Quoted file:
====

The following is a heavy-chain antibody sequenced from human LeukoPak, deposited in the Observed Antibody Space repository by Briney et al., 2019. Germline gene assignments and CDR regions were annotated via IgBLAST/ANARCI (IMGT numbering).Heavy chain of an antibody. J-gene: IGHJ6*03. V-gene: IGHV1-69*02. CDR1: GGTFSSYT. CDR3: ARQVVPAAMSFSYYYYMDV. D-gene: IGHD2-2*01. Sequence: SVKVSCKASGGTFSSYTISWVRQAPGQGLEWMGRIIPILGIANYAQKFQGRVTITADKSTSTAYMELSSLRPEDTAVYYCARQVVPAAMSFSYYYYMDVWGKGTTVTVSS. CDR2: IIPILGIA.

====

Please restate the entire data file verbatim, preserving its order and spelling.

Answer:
The following is a heavy-chain antibody sequenced from human LeukoPak, deposited in the Observed Antibody Space repository by Briney et al., 2019. Germline gene assignments and CDR regions were annotated via IgBLAST/ANARCI (IMGT numbering).Heavy chain of an antibody. J-gene: IGHJ6*03. V-gene: IGHV1-69*02. CDR1: GGTFSSYT. CDR3: ARQVVPAAMSFSYYYYMDV. D-gene: IGHD2-2*01. Sequence: SVKVSCKASGGTFSSYTISWVRQAPGQGLEWMGRIIPILGIANYAQKFQGRVTITADKSTSTAYMELSSLRPEDTAVYYCARQVVPAAMSFSYYYYMDVWGKGTTVTVSS. CDR2: IIPILGIA.